NASA: Gas may be new evidence of life on Mars

Scientists say methane could be coming from rocks or microscopic life

NASA scientists have discovered that Mars actually is burping gas -- methane to be exact -- which could be one more sign that there's life on the Red Planet.

The space agency announced Thursday that its researchers have found definitive evidence of Methane emissions into the Martian atmosphere, which could indicate that the planet is still alive, either biologically or geologically.

"Methane is quickly destroyed in the Martian atmosphere in a variety of ways, so our discovery of substantial plumes of methane in the northern hemisphere of Mars in 2003 indicates some ongoing process is releasing the gas," said Dr. Michael Mumma of NASA's Goddard Space Flight Center, in a written statement. "Right now, we don't have enough information to tell if biology or geology -- or both -- is producing the methane on Mars. But it does tell us that the planet is still alive, at least in a geologic sense. It's as if Mars is challenging us, saying, 'Hey, find out what this means.' "

NASA scientists have been putting significant emphasis in recent months into an effort to find evidence of life or at least life-sustaining elements on Mars.

Scientists announced last summer that for thousands or even millions of years, rivers, lakes and deltas coursed across the surface of Mars. The Jet Propulsion Laboratory reported in July that its scientists have concluded that Mars was once awash in water. NASA said the findings are spurring further interest in searching not only for elements that could support life, but also for evidence of past life.

Close-up photos of the planet were sent down to the NASA scientists from the Mars Reconnaissance Orbiter. While the spacecraft has been orbiting the planet, NASA's Phoenix Mars Lander was working on the surface of its northern pole for several months last year, running its own experiments. Late in June, the robotic arm on the Lander found what NASA scientists had been hoping for -- ice -- a key element in supporting life.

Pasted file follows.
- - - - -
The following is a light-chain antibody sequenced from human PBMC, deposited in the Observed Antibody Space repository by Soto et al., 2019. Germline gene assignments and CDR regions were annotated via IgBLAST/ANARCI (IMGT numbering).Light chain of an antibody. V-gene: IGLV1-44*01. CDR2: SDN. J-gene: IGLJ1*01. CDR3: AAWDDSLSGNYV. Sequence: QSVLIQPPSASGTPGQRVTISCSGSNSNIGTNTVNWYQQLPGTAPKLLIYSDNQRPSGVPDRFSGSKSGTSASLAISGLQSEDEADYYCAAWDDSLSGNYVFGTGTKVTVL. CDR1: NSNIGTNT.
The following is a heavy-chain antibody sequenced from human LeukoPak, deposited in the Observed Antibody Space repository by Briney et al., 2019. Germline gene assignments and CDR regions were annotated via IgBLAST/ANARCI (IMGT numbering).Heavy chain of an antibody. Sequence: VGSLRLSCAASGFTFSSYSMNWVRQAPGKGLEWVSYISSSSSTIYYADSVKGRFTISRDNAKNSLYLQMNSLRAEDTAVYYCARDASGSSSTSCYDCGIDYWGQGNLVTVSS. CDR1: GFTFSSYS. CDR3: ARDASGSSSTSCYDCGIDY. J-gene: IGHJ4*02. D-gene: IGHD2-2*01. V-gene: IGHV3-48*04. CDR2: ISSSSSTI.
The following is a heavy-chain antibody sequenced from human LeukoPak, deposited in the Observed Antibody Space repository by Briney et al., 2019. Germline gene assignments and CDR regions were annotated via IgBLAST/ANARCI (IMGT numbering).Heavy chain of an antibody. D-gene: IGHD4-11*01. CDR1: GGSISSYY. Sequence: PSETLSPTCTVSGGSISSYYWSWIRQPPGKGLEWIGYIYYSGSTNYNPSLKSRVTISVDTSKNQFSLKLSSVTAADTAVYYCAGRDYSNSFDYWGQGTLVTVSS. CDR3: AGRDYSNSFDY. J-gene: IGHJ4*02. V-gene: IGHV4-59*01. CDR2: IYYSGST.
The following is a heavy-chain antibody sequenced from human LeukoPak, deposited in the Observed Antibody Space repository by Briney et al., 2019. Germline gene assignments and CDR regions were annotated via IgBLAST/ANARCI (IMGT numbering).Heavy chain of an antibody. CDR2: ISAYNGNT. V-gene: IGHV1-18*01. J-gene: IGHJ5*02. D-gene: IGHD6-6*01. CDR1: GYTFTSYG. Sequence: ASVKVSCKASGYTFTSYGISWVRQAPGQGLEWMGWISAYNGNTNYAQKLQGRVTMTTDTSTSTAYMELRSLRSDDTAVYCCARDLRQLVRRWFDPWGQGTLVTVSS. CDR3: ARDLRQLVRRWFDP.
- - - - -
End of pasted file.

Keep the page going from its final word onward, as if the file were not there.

Then soon after the ice discovery, NASA scientists announced that they'd found that the Martian soil contained minerals that are essential to supporting life. The dirt was found to be very alkaline, with a pH level of between eight and nine. It also contained magnesium, sodium, potassium and chloride. NASA reported that the minerals in Martian soil are typical of soils here on Earth.

NASA scientists said Thursday that there's now more hope than ever of finding signs of life on Mars.

According to NASA, methane is the main component of natural gas on Earth. It's of interest to astrobiologists because biological organisms release much of Earth's methane as they digest nutrients. But that's not the only way methane is produced. Geological processes, like the oxidation of iron, also release methane, NASA pointed out.

And scientists noted that if microscopic Martian life is producing the methane that's being found in the atmosphere, the organisms most likely live far below the planet's surface, where it's still warm enough for liquid water to exist. Liquid water, as well as energy sources and a supply of carbon, are necessary for all known forms of life, according to NASA.

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Sharon Gaudin

Computerworld
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